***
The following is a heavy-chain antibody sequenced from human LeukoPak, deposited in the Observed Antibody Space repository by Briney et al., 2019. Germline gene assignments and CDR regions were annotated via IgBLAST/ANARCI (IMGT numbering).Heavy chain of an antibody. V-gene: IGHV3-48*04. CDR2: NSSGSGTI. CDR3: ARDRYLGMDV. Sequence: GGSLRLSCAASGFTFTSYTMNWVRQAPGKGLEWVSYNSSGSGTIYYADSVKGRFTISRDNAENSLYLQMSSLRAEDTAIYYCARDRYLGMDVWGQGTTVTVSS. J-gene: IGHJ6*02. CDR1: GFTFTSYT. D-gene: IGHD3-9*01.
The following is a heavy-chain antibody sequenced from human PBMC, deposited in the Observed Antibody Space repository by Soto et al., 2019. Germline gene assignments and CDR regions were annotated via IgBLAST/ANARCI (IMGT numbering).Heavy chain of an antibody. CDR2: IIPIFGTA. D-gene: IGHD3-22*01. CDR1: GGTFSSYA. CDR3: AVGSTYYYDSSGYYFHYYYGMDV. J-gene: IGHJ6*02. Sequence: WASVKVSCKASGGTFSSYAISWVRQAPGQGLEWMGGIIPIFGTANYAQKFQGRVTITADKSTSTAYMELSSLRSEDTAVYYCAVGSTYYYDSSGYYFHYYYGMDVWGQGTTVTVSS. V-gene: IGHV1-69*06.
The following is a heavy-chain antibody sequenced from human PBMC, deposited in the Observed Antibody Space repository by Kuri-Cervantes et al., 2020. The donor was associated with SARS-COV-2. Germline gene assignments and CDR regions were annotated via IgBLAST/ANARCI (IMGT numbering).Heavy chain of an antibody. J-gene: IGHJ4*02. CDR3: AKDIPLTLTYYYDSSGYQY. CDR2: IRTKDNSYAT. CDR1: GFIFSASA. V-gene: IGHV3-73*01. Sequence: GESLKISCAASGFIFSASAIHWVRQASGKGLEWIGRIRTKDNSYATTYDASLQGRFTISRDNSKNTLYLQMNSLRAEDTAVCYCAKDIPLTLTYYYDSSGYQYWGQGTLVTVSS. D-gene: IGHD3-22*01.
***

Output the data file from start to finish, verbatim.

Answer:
The following is a heavy-chain antibody sequenced from human LeukoPak, deposited in the Observed Antibody Space repository by Briney et al., 2019. Germline gene assignments and CDR regions were annotated via IgBLAST/ANARCI (IMGT numbering).Heavy chain of an antibody. V-gene: IGHV3-48*04. CDR2: NSSGSGTI. CDR3: ARDRYLGMDV. Sequence: GGSLRLSCAASGFTFTSYTMNWVRQAPGKGLEWVSYNSSGSGTIYYADSVKGRFTISRDNAENSLYLQMSSLRAEDTAIYYCARDRYLGMDVWGQGTTVTVSS. J-gene: IGHJ6*02. CDR1: GFTFTSYT. D-gene: IGHD3-9*01.
The following is a heavy-chain antibody sequenced from human PBMC, deposited in the Observed Antibody Space repository by Soto et al., 2019. Germline gene assignments and CDR regions were annotated via IgBLAST/ANARCI (IMGT numbering).Heavy chain of an antibody. CDR2: IIPIFGTA. D-gene: IGHD3-22*01. CDR1: GGTFSSYA. CDR3: AVGSTYYYDSSGYYFHYYYGMDV. J-gene: IGHJ6*02. Sequence: WASVKVSCKASGGTFSSYAISWVRQAPGQGLEWMGGIIPIFGTANYAQKFQGRVTITADKSTSTAYMELSSLRSEDTAVYYCAVGSTYYYDSSGYYFHYYYGMDVWGQGTTVTVSS. V-gene: IGHV1-69*06.
The following is a heavy-chain antibody sequenced from human PBMC, deposited in the Observed Antibody Space repository by Kuri-Cervantes et al., 2020. The donor was associated with SARS-COV-2. Germline gene assignments and CDR regions were annotated via IgBLAST/ANARCI (IMGT numbering).Heavy chain of an antibody. J-gene: IGHJ4*02. CDR3: AKDIPLTLTYYYDSSGYQY. CDR2: IRTKDNSYAT. CDR1: GFIFSASA. V-gene: IGHV3-73*01. Sequence: GESLKISCAASGFIFSASAIHWVRQASGKGLEWIGRIRTKDNSYATTYDASLQGRFTISRDNSKNTLYLQMNSLRAEDTAVCYCAKDIPLTLTYYYDSSGYQYWGQGTLVTVSS. D-gene: IGHD3-22*01.